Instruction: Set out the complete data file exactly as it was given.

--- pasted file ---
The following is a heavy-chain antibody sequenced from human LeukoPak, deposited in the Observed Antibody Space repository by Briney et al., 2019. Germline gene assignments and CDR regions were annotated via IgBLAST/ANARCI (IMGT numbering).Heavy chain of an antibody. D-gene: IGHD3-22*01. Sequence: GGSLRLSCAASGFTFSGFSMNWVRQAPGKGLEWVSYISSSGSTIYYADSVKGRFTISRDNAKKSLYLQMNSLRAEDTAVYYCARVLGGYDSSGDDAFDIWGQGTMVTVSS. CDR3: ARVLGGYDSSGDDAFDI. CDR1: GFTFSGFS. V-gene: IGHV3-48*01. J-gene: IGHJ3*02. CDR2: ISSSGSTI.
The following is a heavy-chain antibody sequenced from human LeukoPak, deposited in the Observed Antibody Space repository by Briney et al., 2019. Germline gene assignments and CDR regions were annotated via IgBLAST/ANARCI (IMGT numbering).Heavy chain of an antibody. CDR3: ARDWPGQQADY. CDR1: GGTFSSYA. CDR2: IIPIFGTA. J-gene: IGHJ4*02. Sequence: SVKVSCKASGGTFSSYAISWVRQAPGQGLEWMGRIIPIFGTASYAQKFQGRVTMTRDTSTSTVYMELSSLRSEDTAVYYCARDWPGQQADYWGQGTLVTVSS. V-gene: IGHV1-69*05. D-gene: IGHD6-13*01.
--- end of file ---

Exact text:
The following is a heavy-chain antibody sequenced from human LeukoPak, deposited in the Observed Antibody Space repository by Briney et al., 2019. Germline gene assignments and CDR regions were annotated via IgBLAST/ANARCI (IMGT numbering).Heavy chain of an antibody. D-gene: IGHD3-22*01. Sequence: GGSLRLSCAASGFTFSGFSMNWVRQAPGKGLEWVSYISSSGSTIYYADSVKGRFTISRDNAKKSLYLQMNSLRAEDTAVYYCARVLGGYDSSGDDAFDIWGQGTMVTVSS. CDR3: ARVLGGYDSSGDDAFDI. CDR1: GFTFSGFS. V-gene: IGHV3-48*01. J-gene: IGHJ3*02. CDR2: ISSSGSTI.
The following is a heavy-chain antibody sequenced from human LeukoPak, deposited in the Observed Antibody Space repository by Briney et al., 2019. Germline gene assignments and CDR regions were annotated via IgBLAST/ANARCI (IMGT numbering).Heavy chain of an antibody. CDR3: ARDWPGQQADY. CDR1: GGTFSSYA. CDR2: IIPIFGTA. J-gene: IGHJ4*02. Sequence: SVKVSCKASGGTFSSYAISWVRQAPGQGLEWMGRIIPIFGTASYAQKFQGRVTMTRDTSTSTVYMELSSLRSEDTAVYYCARDWPGQQADYWGQGTLVTVSS. V-gene: IGHV1-69*05. D-gene: IGHD6-13*01.